Well, let us not drain the mystery out of the Gospel. Let us not think it is merely a matter of words, assertions, confessions, etc. God's ultimate plan is to draw us to Him, and that is a mysterious thing to say and believe. This is what we proclaim, a mystery. A secret knowledge now revealed and yet remaining, nevertheless, quite strange, deeply mysterious.
And if you've read this far, why not go and read Bob's whole post?

Monday, May 15, 2006


Carl Trueman asks, WWGKCD (What would G. K. Chesterton do?) and prays for more satire in the church:
God opposes the proud, a very frightening thought when you reflect upon it; and, dare I say, humourlessness is not infrequently a function of pride, of taking ourselves far too seriously. Satire is one of the best cures for that of which I know. Pray that God will raise up some decent satirists of the Chesterton variety to help with the kind of iconclastic work that is so necessary within the prideful human heart.
Amen (HT: Adrian Warnock).

Choosing joy

Bill at Out of the Bloo looks at Philippians 3:1 and the command to rejoice.
Joy . . . is the delighted response - a choice, mind you - of the heart when the fact of one's own unworthiness is uncovered, when the smallness of who we are compared to the Lord is made clear to our minds, and we realize the utter grace with which each breath is drawn. We are not destroyed! In fact, if we know Christ, we are beloved children of the King of the Universe, adopted and redeemed.

It's when we place that in towering perspective against our own small and petty trials, claims, and conceits that complaints die away and joy takes root.

Joy is a practice. And when life comes crashing down, and our world crumbles around us, it's a choice we can still make, if we have trained our hearts to sing its song.
Beautifully said.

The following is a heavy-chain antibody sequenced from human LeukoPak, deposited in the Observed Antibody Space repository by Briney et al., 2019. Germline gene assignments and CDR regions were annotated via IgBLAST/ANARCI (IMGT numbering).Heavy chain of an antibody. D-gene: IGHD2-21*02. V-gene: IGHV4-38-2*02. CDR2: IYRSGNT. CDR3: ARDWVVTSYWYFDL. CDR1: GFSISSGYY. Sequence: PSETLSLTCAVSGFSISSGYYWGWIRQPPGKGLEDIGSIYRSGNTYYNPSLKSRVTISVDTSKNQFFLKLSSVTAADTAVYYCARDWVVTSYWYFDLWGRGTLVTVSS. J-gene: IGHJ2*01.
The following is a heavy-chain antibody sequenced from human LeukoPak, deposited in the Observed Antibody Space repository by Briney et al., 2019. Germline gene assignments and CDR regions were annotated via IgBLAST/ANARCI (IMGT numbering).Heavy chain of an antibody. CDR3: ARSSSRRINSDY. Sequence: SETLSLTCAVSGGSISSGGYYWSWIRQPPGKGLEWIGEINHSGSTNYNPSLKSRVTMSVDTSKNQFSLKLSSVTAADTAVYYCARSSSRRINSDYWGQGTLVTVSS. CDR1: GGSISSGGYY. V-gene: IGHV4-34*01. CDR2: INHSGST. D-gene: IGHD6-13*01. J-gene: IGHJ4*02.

Friday, May 12, 2006

Life on the threshold

Craig Williams, with a little help from Wilkie Au and Alan Roxburgh, has begun reflecting on church leadership and liminality (life on the threshold).

"The real power in today's church"

Jim Martin reminds preachers of the need for character in our own lives:
. . . ultimately, people do not change by a leader "willing" them to change. People do not change because I make an announcement, or because I decide to present a series on prayer.

Many people ultimately change because they see in us something of Christ incarnate. They are experiencing "Christ-in-you." This happens as the Spirit of God pours out the very life of Jesus through you and me. People experience this as they are in relationship with us over a period of time and they witness who we really are.

So often, Christian leaders just wear people out. We talk. We announce. We talk more. Sure, there is a time to talk. There is a time to announce. But--what is most important as a Christian leader or a Christ follower is to be a guy (or woman) who is living an authentic life before God. That is powerful. More importantly, that is real.
Amen and amen.

Wednesday, May 10, 2006

Beware of "Church in a Box"

Jim Street shares some incisive observations about the church's love affair with technique, and how those affections really square with the message of the Scriptures.

From fear to faith

In one sense, of course, fear of the Lord is a good thing. But in many other contexts, fear is the opposite of faith. Jim Martin has been addressing issues of fear and confidence in a couple of recent blog posts. Consider these thoughts, for example:
Fear can kill the ministry of a church. It is easy to get among believers and spread fear instead of confidence in the Lord. Satan uses bad news spread by joy robbers to defeat people -- to spread our anxiety instead of our God-given courage. We can leave one another even more anxious than before we came together.